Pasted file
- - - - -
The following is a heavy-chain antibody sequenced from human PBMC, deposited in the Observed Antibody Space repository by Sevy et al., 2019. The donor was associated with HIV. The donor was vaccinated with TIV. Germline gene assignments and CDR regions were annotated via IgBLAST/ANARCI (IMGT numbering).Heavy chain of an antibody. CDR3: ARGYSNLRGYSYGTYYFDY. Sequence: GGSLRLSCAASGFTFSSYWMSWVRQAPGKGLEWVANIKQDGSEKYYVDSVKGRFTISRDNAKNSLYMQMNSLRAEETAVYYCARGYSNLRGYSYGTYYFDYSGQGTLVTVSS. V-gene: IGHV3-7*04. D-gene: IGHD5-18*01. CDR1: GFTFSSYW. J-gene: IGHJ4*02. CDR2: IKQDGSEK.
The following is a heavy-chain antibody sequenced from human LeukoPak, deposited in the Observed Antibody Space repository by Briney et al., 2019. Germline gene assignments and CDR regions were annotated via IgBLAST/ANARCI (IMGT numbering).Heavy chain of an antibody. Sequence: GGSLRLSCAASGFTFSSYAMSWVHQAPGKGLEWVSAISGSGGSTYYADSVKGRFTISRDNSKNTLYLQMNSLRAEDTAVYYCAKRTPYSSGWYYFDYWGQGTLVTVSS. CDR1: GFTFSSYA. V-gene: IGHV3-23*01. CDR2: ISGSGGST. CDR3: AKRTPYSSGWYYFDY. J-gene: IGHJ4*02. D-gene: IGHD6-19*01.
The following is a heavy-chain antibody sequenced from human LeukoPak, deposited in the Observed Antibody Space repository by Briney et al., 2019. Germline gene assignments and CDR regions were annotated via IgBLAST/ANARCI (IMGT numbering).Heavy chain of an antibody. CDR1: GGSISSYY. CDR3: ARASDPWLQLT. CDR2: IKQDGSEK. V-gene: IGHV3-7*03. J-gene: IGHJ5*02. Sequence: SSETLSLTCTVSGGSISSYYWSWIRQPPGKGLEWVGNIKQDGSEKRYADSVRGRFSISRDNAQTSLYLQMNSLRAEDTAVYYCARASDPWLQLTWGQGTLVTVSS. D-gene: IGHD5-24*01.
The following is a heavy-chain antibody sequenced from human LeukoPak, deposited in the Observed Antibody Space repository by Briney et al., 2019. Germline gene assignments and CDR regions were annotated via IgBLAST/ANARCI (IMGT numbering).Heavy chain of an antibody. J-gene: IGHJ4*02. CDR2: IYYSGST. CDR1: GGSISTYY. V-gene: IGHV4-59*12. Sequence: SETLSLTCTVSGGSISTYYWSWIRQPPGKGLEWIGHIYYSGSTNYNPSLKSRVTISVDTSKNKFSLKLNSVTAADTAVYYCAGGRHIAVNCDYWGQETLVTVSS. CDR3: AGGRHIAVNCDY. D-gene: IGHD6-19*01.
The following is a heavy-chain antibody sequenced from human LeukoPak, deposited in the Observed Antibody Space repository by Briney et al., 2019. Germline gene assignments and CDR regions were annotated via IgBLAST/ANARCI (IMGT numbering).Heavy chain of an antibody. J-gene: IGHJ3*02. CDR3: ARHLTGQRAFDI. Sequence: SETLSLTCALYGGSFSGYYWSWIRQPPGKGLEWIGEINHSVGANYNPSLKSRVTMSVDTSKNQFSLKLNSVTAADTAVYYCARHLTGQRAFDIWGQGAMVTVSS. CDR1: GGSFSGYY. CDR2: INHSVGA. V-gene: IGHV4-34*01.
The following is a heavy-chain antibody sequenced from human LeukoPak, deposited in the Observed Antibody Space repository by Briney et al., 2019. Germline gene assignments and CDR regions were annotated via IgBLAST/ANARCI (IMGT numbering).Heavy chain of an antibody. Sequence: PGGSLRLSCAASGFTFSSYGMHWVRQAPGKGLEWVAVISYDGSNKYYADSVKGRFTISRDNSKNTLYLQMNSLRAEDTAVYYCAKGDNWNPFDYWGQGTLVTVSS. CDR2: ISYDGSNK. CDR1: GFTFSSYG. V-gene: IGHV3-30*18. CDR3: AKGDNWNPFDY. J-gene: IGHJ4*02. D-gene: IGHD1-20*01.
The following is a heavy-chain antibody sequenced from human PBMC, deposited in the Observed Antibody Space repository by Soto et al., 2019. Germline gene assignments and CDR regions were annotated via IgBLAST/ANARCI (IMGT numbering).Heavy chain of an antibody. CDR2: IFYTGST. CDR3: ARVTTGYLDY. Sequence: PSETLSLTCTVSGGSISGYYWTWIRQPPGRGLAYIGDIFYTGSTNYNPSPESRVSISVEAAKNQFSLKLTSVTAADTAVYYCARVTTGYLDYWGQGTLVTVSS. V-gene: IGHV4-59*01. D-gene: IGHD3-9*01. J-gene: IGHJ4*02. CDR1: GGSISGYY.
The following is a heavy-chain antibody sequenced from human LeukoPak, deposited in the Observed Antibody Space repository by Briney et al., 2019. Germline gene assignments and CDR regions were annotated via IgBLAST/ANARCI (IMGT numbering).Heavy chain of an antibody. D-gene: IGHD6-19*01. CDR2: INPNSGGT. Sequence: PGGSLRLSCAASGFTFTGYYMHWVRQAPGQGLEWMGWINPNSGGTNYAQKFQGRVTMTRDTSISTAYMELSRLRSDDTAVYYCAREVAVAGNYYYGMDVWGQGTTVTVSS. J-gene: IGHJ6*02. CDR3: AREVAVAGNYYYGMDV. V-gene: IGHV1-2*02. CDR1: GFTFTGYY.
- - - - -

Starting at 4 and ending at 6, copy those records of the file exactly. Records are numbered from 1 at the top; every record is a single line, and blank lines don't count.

The following is a heavy-chain antibody sequenced from human LeukoPak, deposited in the Observed Antibody Space repository by Briney et al., 2019. Germline gene assignments and CDR regions were annotated via IgBLAST/ANARCI (IMGT numbering).Heavy chain of an antibody. J-gene: IGHJ4*02. CDR2: IYYSGST. CDR1: GGSISTYY. V-gene: IGHV4-59*12. Sequence: SETLSLTCTVSGGSISTYYWSWIRQPPGKGLEWIGHIYYSGSTNYNPSLKSRVTISVDTSKNKFSLKLNSVTAADTAVYYCAGGRHIAVNCDYWGQETLVTVSS. CDR3: AGGRHIAVNCDY. D-gene: IGHD6-19*01.
The following is a heavy-chain antibody sequenced from human LeukoPak, deposited in the Observed Antibody Space repository by Briney et al., 2019. Germline gene assignments and CDR regions were annotated via IgBLAST/ANARCI (IMGT numbering).Heavy chain of an antibody. J-gene: IGHJ3*02. CDR3: ARHLTGQRAFDI. Sequence: SETLSLTCALYGGSFSGYYWSWIRQPPGKGLEWIGEINHSVGANYNPSLKSRVTMSVDTSKNQFSLKLNSVTAADTAVYYCARHLTGQRAFDIWGQGAMVTVSS. CDR1: GGSFSGYY. CDR2: INHSVGA. V-gene: IGHV4-34*01.
The following is a heavy-chain antibody sequenced from human LeukoPak, deposited in the Observed Antibody Space repository by Briney et al., 2019. Germline gene assignments and CDR regions were annotated via IgBLAST/ANARCI (IMGT numbering).Heavy chain of an antibody. Sequence: PGGSLRLSCAASGFTFSSYGMHWVRQAPGKGLEWVAVISYDGSNKYYADSVKGRFTISRDNSKNTLYLQMNSLRAEDTAVYYCAKGDNWNPFDYWGQGTLVTVSS. CDR2: ISYDGSNK. CDR1: GFTFSSYG. V-gene: IGHV3-30*18. CDR3: AKGDNWNPFDY. J-gene: IGHJ4*02. D-gene: IGHD1-20*01.